(As written for My Paper on 21 February 2012. Click here to enlarge)
Over the weekend, China announced a 50 basis-point cut in the Reserve Requirement Ratio.
This is essentially the proportion of cash that banks must set aside as reserves. The change will take effect on 24 February, and the figure will fall to 20.5% from 21%.
This is the second time in three months that China has cut its reserve ratio. According to ANZ Bank and UBS AG, the cut may add 350 to 400 billion yuan to the financial system.
“This RRR cut is very good news to the market. It will help release liquidity and allow banks to extend more loans,” HSBC economist Ma Xiaoping told Dow Jones Newswires.
The move is largely seen as an attempt to spur lending as Europe’s debt crisis weighs on exports and a cooling property market threatens economic growth.
Last month, China’s home prices recorded their worst performance in at least a year, with none of the 70 cities monitored by the government posting gains.
According to the National Statistics Bureau, prices in 47 of the cities fell, while home values in the remaining 23 were unchanged from December. New home prices in the nation’s four major cities – Shanghai, Beijing, Shenzhen and Guangzhou – declined for a fourth month.
Let’s explore two questions associated with the cut in reserve ratio:
1. Why didn’t China simply cut their interest rates?
2. What is the impact of the cut in reserve ratio?
China is unable to cut interest rates at this point simply because of their stubbornly high inflation rate. Inflation came in at 4.5% in January, compared to a rate of 4.1% in December. A cut in interest rates at this point will cause inflation to go even higher which will run counter to what China wants.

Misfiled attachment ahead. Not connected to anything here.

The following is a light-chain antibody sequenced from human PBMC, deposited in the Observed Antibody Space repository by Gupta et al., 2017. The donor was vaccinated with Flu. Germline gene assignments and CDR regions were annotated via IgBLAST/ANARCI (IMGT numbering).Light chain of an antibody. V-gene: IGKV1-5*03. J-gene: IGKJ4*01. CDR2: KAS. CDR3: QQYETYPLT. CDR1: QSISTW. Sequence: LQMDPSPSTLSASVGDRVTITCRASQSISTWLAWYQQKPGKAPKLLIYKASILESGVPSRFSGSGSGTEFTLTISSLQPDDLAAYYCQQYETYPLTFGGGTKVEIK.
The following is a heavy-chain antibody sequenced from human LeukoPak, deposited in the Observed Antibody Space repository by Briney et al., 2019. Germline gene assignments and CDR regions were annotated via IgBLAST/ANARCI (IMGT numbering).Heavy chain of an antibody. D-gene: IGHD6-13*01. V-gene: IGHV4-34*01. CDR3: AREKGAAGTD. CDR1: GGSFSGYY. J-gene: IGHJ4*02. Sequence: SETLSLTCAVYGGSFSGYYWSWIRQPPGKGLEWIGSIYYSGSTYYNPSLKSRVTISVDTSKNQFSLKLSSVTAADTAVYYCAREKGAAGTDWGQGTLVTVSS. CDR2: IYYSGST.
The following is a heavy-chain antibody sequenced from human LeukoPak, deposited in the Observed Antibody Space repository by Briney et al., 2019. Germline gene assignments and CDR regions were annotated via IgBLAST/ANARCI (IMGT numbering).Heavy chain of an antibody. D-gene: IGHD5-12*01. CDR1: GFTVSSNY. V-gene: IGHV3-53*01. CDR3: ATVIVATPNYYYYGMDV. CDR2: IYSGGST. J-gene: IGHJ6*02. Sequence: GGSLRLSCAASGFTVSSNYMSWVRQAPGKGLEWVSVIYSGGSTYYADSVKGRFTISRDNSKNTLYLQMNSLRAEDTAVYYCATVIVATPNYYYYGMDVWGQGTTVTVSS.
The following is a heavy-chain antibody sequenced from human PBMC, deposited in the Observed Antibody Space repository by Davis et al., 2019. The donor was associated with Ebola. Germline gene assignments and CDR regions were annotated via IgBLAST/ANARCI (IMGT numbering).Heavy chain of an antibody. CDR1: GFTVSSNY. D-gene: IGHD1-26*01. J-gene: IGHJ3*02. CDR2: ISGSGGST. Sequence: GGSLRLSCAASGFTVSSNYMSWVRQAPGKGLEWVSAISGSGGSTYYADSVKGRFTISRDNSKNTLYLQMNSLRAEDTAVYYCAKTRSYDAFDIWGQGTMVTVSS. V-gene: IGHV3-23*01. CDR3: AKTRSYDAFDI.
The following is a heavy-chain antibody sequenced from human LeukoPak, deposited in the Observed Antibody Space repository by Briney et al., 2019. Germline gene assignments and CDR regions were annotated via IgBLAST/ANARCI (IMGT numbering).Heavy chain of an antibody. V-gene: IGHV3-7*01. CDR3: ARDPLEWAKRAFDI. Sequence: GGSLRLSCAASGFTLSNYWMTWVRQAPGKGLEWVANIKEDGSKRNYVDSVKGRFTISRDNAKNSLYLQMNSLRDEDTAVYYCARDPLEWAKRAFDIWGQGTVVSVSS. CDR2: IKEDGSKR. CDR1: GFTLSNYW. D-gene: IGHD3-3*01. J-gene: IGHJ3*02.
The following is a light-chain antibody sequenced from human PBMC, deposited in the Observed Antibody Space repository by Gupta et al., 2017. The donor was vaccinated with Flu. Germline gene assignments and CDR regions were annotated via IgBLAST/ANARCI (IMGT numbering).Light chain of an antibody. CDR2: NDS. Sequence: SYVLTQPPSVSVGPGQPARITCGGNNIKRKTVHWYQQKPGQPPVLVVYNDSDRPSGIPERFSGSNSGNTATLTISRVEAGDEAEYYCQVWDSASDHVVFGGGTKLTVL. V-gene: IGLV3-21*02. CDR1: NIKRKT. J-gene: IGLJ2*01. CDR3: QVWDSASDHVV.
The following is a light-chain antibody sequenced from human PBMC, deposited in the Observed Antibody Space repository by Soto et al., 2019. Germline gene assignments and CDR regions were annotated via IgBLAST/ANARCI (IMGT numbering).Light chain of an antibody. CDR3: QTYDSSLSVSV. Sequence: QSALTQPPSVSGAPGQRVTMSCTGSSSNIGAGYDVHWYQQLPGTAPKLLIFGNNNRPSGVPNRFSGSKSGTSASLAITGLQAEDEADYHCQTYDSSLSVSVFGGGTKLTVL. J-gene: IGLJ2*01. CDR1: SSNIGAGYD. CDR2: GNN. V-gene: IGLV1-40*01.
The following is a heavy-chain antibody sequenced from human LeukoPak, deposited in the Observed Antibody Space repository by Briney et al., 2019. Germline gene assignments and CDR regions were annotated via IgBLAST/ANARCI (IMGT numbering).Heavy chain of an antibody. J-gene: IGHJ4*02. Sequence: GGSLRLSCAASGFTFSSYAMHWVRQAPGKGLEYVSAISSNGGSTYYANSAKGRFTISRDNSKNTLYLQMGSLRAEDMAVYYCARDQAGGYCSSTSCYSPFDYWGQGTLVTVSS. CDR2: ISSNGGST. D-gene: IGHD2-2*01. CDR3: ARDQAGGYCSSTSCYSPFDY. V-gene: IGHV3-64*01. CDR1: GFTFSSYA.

The main impact of the cut in reserve ratio is an expansion of the money supply. In the current low interest rate environment, the availability of extra cash sloshing around in the financial system will find itself in “risk assets” such as:
- The stock market
- The commodity market
- High beta currencies like the Aussie and the Kiwi
At the time of this writing, the second bailout tranche for Greece (130 billion Euros) has not been announced yet. If it is approved, it will provide another round of positive sentiment in the markets, causing risk currencies to move higher.
Top News This Week
USA New Home Sales. Friday, 24 February, 11pm. I expect figures to come in above 315K (previous figure was 307K).
Long AUD/USD at 1.0715
On the H4 chart, AUD/USD has been on a steady rise, clearing almost 1000 pips in 2 months. The cut in China’s reserve ratio will have a positive effect on risk currencies.
We will place a pending buy order once prices retrace and bounce off the trendline. Our entry will be at 1.0715. A protective stop of 75 pips is placed below the trendline, located 5 pips below the last low.
We will have 2 targets on this trade, exiting the final position at 1.0865.
Entry Price = 1.0715
Stop Loss = 1.0640
1st Profit = 1.0790
2nd Profit = 1.0865